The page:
Nezirus and Annulling Vows

Rabbi Avrohom Sebrow

R’ Eli Stefansky recently publicized an interview he had with a Nazir Shimshon. Although the Nazir’s wife was not present at the interview, she was a Nazirah Shimshon as well. There are three general prohibitions a regular nazir has. He cannot consume grape products, he can’t allow himself to become tamei meis, and he can’t cut his hair. Regular nezirus is out of the question nowadays because we are all considered tamei meis. However, a Nazir Shimshon only has two restrictions: consuming grape products and haircutting. That solves the tumah issue. Still, virtually all poskim will advise against the adoption of Nezirus Shimshon. One major reason is that Nezirus Shimshon is a life-long commitment. While a standard term of an ordinary Nazir is thirty days, Nezirus Shimshon lasts forever. There is another type of Nezirus, called Nezirus Olam. It, too, is a lifelong commitment. A Nazir Olam is more stringent than a Nazir Shimshon in that he may not enter a cemetery. Still, a Nazir Olam has two major leniencies. Whereas a Nazir Shimshon may never take a haircut, a Nazir Olam may take one occasionally. Indeed, years ago a Nazir Shimshon asked Dayan Rav Yitzchak Weiss, zt”l, if he could be matir his vow of acceptance of Nezirus Shimshon. The individual complained that his extremely long hair made him appear freakish. It was causing major social issues for his family. This leads to the next major leniency a Nazir Olam has over a Nazir Shimshon. The Torah taught us that there is a mechanism to undo vows that one accepted. This very useful tool is hataras nedarim. A few hundred years ago, a custom developed to perform this rite every year on Erev Rosh Hashana. A few hundred years before that, the custom of reciting Kol Nidrei on Yom Kippur Eve was established. According to some Rishonim, the purpose of both customs is the same: to release one from having to observe vows that he declared. Some Rishonim opine that the wholesale release of vows is of dubious value. Still, it has become an accepted custom. Nevertheless, in this situation, Dayan Weiss was asked if a beis din may be convened for the sole purpose of permitting the Nezirus Shimshon that was accepted. The Gemara states (Nazir 14a) that one may not utilize hataras nedarim to undo a vow to be a Nazir Shimshon.

In this regard, a Nazir Shimshon has a major stringency over a Nazir Olam. A Nazir Olam has an escape route via hataras nedarim if he finds his lifelong nezirus unbearable. No such escape route exists for a Nazir Shimshon. In the end, Dayan Weiss, zt”l, found several reasons to allow the Nazir Shimshon to be released from his vow. However, many of the halachic leniencies employed were only relevant to the questioner and his unique life circumstances. They would not be relevant to the Nazir Shimshon mentioned above who accepted Nezirus Shimshon, knowing full well what he was getting himself into. However, there may be some loopholes for him as well. For example, if he simply accepted his nezirus by saying, “I am a Nazir Shimshon,” whether in Hebrew or English, he is not a Nazir Shimshon. See the Mishna (4a) and the commentaries regarding why this formulation is invalid. (Sorry but the proper formulation will not be mentioned in this article in the interest of safety.) However, the above discussion leads to a major question on the text of hataras nedarim that many recite on Erev Rosh HaShanah. An accepted version of the text has the petitioner asking for a release from his Nezirus Shimshon vows. Yet, that is impossible! The Gemara states there can be no release of a vow to be a Nazir Shimshon. Therefore, many opine that the text should read that the petitioner is asking for a release of all nezirus vows except for Nezirus Shimshon. Yet many theories are offered in defense of the standard text. A few examples are enumerated here. The Mabit suggests that if one can put forth a rational reason why he never would have uttered a Nezirus Shimshon vow had he been fully aware of the consequences, then even a Nezirus Shimshon vow can be released with a beis din. The Gemara only meant that general regret cannot be utilized to release a Nezirus Shimshon vow. The Ri Migash suggests that one can be released from a Nezirus Shimshon vow if he did not actually start his nezirus yet. If someone vowed to be a Nazir Shimshon on a certain date, he may be released from his vow before that day passes. Perhaps the standard text of hataras nedarim is referring to such a scenario. The Nidrei Zrizin suggests that hataras nedarim may actually work on a Nezirus Shimshon vow if an individual recited the prescribed text the year before. After hataras nedarim is recited on Erev Rosh Hashana, there is a custom to preemptively annul any future vows one recites. This proclamation is not without its limitations. However, the Nidrei Zrizin suggests if someone declared this proclamation in the year before, he may utilize hataras nedarim this year even on Nezirus Shimshon vows. Another possibility is that, in fact, hataras nedarim is not actually effective on vows of Nezirus Shimshon. However, the release will minimize Heavenly wrath against someone who inadvertently violated his vow of Nezirus Shimshon. The message is clear: Do not try Nezirus Shimshon at home!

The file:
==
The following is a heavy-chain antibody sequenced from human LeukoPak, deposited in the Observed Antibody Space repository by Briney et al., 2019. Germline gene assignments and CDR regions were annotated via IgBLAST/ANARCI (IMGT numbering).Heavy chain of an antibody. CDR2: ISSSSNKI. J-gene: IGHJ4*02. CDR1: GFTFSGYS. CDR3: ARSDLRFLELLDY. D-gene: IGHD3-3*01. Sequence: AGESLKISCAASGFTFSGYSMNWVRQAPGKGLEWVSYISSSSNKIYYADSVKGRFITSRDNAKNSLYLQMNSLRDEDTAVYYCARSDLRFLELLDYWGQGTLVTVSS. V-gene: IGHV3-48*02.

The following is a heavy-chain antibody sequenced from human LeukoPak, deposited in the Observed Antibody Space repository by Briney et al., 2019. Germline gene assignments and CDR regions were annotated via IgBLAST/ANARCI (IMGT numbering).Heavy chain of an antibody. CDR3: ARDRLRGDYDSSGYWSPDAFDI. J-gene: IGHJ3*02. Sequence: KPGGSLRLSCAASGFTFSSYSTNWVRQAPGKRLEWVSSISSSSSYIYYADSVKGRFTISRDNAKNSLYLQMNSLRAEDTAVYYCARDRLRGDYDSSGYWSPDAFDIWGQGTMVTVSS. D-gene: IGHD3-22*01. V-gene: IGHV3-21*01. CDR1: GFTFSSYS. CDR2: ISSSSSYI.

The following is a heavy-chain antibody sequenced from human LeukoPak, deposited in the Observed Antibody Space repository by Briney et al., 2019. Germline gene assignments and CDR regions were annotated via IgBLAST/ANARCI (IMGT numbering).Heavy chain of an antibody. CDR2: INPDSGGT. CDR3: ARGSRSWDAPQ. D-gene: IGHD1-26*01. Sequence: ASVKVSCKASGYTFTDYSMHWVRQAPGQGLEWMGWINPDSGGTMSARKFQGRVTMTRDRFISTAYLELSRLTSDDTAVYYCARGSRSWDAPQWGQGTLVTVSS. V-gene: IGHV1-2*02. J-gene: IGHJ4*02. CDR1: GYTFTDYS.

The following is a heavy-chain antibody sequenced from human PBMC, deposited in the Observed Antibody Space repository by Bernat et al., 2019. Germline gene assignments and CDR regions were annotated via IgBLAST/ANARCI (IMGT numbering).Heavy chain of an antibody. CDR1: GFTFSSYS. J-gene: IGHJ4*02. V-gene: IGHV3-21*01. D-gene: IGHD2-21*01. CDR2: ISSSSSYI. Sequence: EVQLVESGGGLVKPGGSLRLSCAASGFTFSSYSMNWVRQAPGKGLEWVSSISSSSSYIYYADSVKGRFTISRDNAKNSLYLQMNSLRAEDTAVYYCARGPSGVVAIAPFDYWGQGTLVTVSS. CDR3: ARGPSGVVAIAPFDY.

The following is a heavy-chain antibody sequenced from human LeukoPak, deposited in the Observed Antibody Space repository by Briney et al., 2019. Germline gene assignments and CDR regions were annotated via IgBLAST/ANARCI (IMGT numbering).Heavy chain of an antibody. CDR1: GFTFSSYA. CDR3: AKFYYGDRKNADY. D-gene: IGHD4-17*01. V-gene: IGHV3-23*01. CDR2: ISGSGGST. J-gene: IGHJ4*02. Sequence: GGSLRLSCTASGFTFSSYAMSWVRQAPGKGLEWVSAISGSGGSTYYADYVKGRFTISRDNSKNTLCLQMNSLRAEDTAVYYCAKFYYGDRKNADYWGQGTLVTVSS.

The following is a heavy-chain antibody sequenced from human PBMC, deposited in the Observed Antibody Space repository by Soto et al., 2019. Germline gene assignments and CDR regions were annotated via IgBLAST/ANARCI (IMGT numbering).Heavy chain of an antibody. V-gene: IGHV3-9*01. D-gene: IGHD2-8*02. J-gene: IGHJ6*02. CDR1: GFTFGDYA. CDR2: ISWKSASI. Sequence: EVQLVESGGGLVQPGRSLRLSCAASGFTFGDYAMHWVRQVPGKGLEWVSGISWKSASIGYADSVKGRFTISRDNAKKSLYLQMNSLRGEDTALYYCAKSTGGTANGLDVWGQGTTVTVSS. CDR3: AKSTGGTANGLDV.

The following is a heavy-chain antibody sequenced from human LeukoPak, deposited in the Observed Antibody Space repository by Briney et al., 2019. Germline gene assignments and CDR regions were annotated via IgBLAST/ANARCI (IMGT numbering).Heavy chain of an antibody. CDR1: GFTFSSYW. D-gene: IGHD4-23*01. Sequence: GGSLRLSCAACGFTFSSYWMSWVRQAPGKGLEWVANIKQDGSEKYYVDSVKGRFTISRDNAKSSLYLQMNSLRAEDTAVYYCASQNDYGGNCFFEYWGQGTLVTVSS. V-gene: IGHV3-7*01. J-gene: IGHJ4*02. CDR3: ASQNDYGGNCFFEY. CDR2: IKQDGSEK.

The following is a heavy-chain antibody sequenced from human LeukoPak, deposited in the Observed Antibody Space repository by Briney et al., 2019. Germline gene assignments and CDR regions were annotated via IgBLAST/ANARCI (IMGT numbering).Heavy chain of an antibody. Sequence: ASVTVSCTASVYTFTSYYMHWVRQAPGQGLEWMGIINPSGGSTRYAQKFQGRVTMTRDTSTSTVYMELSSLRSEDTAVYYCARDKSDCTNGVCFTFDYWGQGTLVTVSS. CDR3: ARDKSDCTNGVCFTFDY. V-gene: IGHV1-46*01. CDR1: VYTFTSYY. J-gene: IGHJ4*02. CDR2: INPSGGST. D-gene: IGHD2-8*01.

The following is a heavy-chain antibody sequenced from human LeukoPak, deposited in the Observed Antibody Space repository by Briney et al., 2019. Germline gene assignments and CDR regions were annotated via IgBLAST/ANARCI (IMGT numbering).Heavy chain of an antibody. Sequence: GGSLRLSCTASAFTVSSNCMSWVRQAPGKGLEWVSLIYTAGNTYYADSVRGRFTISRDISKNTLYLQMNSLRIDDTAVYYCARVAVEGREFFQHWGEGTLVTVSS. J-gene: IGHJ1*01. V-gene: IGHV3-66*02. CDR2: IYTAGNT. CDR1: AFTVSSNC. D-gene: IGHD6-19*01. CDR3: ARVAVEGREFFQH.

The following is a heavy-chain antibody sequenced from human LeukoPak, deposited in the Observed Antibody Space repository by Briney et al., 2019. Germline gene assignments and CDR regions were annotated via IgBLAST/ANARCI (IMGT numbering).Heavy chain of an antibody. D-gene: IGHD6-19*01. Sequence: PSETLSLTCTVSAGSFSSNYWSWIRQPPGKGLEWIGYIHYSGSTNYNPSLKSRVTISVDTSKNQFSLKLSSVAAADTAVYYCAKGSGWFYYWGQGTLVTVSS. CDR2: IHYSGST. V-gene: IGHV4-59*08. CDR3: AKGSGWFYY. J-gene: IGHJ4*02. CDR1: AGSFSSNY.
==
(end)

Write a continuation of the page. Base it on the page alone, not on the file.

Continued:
Rabbi Avrohom Sebrow is a rebbe at Yeshiva Ateres Shimon in Far Rockaway. In addition, Rabbi Sebrow leads a daf yomi chaburah at Eitz Chayim of Dogwood Park in West Hempstead, NY. He can be contacted at ASebrow@

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